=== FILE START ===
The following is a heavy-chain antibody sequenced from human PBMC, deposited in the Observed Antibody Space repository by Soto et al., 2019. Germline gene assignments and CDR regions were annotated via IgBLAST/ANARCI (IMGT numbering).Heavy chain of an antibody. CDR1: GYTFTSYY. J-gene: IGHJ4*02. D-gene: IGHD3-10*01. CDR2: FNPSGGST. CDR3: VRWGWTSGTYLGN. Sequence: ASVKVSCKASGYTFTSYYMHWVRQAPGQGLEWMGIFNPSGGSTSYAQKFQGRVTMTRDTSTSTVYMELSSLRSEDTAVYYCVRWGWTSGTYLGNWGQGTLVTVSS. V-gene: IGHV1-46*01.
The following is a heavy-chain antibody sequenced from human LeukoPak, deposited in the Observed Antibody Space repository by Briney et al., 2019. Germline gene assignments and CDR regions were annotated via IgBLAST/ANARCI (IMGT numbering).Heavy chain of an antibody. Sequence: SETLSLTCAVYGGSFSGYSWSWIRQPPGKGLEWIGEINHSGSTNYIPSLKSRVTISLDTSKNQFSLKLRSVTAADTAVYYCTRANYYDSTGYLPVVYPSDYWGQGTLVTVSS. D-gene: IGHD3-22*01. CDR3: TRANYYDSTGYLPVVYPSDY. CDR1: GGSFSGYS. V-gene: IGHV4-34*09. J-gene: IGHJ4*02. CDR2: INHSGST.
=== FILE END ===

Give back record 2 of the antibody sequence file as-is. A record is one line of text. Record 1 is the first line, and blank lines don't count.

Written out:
The following is a heavy-chain antibody sequenced from human LeukoPak, deposited in the Observed Antibody Space repository by Briney et al., 2019. Germline gene assignments and CDR regions were annotated via IgBLAST/ANARCI (IMGT numbering).Heavy chain of an antibody. Sequence: SETLSLTCAVYGGSFSGYSWSWIRQPPGKGLEWIGEINHSGSTNYIPSLKSRVTISLDTSKNQFSLKLRSVTAADTAVYYCTRANYYDSTGYLPVVYPSDYWGQGTLVTVSS. D-gene: IGHD3-22*01. CDR3: TRANYYDSTGYLPVVYPSDY. CDR1: GGSFSGYS. V-gene: IGHV4-34*09. J-gene: IGHJ4*02. CDR2: INHSGST.